Going into your first surgery could be scary. But there’s nothing to worry about. There are many points to note about the extraction procedure. Let’s first go over the things to do before the process, and then we’ll work on how you’ll feel after it.

  • The first thing to know is that you aren’t allowed to eat anything after midnight the night before the procedure. You may feel hungry, but sacrifices must be made to make the whole extraction work smoothly.
  • Have some friends with you. It’s never a bad thing to have a support group with you. They can also take you home after the surgery.
  • On the subject of friends, make sure they accompany you going home as you may feel light-headed after the procedure

Now it’s time to go to the dental clinic. A person will accompany you to the dentist after you sign a few papers about consent and personal information; you will immediately be greeted by your dentist and ask to lie down on a big chair. Next, they’ll put stickers and padding on your chest, take your temperature, and attach a blood pressure cuff to your arm. They’ll then put an oxygen mask in your nose and mouth area. They will also give you laughing gas to help you feel comfortable. Finally, an IV (Intravenous Sedation) will be given to you as well. IV is a sedation drug that will make a patient sleepy and free of pain throughout extraction. Once the necessary medications are provided to you, the extraction begins.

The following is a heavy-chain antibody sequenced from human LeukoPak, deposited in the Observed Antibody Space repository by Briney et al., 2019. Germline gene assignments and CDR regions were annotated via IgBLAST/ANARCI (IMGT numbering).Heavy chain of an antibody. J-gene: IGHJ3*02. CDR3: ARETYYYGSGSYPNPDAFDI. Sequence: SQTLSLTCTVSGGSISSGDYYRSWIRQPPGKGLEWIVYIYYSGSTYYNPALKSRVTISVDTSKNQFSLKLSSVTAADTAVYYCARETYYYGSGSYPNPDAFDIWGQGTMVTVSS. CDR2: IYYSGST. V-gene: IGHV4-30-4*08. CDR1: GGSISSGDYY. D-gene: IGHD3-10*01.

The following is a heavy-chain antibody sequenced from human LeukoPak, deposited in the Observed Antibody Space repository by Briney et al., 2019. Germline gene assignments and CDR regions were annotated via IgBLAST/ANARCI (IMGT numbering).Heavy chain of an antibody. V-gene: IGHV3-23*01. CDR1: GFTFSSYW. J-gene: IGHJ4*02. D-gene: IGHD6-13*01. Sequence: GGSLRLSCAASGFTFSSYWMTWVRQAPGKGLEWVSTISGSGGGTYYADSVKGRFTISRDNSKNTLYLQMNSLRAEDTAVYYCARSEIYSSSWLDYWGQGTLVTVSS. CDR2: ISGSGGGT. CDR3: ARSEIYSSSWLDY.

For the most part, you won’t even feel anything. The entire time, you’ll either be sleeping or be drowsy. In no time, those wisdom teeth will be gone from your mouth, and gauze will be wrapped around your head with cold-pressed ice to numb the nerves being tinkered with by the dentist. Right after the procedure, you’ll be experiencing intermittent pain and swelling in 3 days until it soothes down and things go back to normal.


The whole process could be daunting at first. However, from the first step to the last, the entire endeavor is undoubtedly worth the sacrifices you’ll be making along the way. Wisdom teeth are such a hassle to deal with. They cause irritations, pain, and bacteria accumulation. Therefore, it’s best to take them off of you than letting them stay even longer. You can tell from the procedure that you won’t feel any pain or discomfort throughout the whole 45 minutes of the surgery. There are so many whispers of scary stories happening inside a dentist’s clinic when it’s all safe and very relaxing in reality. To make matters even better, you’ll gain the advantage of having clean and stress-free teeth while you go about your day.

At the end of the day, wisdom tooth extraction will cost you a lot of money. But for that money, you’ll live a comfortable life without the thought of bacteria buildup and pain. So I say you go for it and have them removed. I happened to pull mine out just a few years ago, and it was all worth it in the end. So feel free to talk to your dentist more about the subject and learn about your teeth, mainly the four small wisdom teeth growing at the far ends of your jaws.